Metaphor and more in the Philosophies of Heidegger and Benjamin'].  Last
minute cancellations and alterations of the program aside, it should be
emphasized that once one made a choice to attend a particular workshop, one
inevitably missed the other 30 papers being presented simultaneously in the
other workshops.

G.T.M. Visser's paper focused on the concept of Erlebnis ('lived
experience' or 'episode') found in the works of Heidegger, Dilthey, Martin
Buber and Benjamin.  The concept of 'shock' found in WB's 'Work of Art in
the Age of Mechanical Reproduction' was briefly discussed, as was
Baudelaire's influence.  Heidegger's reading of Buber on 'Erlebnis' was
also mentioned.  Geret Luhr's presentation on WB's difficult rapport with
Stefan George and the George circle continued the discussion of 'Erlebnis'
and shock.  The centrality of 'experience' in WB's early essay 'On the
Program of the Coming Philosophy' was traced back to the influence of Felix
Noeggerath, who appears as 'the genius' in WB's correspondence.  Noeggerath
had also been marginally connected to the George circle.  According to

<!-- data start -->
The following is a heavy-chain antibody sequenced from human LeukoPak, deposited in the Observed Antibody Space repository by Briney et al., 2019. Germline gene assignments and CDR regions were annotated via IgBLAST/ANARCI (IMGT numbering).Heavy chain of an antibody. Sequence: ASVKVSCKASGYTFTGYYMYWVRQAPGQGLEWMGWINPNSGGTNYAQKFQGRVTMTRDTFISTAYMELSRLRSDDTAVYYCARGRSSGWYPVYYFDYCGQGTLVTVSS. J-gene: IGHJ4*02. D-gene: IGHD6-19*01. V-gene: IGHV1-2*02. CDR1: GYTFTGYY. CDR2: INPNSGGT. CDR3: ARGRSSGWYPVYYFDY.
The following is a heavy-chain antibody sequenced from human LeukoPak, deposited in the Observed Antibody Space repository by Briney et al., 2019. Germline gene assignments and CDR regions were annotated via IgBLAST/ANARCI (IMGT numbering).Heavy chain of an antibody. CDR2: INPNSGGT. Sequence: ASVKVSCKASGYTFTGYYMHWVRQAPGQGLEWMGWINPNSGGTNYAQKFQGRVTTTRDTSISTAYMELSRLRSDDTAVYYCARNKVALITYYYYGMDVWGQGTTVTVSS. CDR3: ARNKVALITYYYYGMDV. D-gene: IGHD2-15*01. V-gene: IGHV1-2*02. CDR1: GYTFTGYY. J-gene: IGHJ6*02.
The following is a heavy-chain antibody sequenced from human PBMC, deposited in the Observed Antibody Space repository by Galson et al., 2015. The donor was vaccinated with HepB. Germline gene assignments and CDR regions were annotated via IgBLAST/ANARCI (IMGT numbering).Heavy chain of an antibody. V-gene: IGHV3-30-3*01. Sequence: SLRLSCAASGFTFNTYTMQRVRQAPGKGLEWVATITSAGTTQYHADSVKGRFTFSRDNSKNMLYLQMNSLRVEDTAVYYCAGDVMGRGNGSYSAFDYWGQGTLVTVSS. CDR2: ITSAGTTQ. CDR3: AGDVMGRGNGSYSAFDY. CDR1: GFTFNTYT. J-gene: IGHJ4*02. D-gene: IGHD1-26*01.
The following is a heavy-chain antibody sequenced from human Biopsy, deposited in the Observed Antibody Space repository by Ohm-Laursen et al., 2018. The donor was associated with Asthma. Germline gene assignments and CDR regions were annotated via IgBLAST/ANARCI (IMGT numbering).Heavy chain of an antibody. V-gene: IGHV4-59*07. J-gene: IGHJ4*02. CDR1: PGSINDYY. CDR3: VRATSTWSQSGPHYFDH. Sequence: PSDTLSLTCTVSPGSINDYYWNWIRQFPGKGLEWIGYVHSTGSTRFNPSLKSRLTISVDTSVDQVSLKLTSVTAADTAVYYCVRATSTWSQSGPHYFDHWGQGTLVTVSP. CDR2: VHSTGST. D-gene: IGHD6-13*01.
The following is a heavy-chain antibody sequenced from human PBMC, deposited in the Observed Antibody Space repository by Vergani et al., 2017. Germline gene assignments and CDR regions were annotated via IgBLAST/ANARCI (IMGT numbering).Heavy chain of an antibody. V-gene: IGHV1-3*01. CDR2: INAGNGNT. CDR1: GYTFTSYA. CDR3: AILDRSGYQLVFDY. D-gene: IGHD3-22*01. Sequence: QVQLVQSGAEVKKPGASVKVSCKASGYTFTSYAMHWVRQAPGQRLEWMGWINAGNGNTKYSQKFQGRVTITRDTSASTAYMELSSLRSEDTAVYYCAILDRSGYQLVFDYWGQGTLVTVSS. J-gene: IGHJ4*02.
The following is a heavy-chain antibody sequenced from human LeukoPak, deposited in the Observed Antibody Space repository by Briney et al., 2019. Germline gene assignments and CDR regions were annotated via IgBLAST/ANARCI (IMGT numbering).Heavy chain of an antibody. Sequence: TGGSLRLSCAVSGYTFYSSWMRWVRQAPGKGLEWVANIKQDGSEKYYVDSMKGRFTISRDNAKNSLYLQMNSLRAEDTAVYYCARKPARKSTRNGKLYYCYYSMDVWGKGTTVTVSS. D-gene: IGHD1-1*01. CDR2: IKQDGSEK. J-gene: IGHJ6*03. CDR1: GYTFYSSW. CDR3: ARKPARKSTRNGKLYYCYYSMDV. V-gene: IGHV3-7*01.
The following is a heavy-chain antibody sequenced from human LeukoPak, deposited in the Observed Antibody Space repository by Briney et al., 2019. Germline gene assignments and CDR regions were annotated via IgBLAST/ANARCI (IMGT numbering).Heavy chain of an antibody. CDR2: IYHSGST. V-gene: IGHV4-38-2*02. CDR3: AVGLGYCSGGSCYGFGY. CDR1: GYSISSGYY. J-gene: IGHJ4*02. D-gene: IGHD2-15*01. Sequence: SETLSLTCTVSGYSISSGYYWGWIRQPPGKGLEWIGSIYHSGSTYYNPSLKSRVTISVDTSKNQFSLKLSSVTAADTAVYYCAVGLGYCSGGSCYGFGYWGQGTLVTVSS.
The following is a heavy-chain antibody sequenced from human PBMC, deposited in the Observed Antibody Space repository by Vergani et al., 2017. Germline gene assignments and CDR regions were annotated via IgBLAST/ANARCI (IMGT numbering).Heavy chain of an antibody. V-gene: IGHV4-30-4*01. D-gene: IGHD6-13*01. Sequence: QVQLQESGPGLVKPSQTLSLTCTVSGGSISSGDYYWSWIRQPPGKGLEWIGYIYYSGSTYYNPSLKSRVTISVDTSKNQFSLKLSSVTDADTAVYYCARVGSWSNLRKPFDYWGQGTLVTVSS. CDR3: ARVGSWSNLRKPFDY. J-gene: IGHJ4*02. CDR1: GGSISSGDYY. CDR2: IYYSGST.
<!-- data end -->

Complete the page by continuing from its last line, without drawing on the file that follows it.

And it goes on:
Luhr, the traces of George's influence throughout Benjamin's writings
(whether directly from George or indirectly through Hugo von Hofmannsthal,
Rudolf Borchardt, Friedrich Gundolf, Norbert von Hellingrath, Ludwig Klages
or Karl Wolfskehl) have not been adequately pursued by Benjamin scholars.
Luhr's short paper was an attempt to redress this oversight.  In addition
to the central concept of 'experience,' the importance of 'aura' was also
traced back to the George circle.

Willem van Reijen's presentation on the metaphors of country and city found
in Benjamin and Heidegger was rather pedestrian and uninspired.  Nietzsche
was cited as a predecessor of 'Stadthass' (hatred of cities), and
Heidegger's conception of philosophy and its relation to landscape was
illustrated with anecdotes about the extremely laconic nature of the
'typical' Black Forest peasant.  Such laconic nature was contrasted with
the 'empty' loquaciousness of urban dwellers.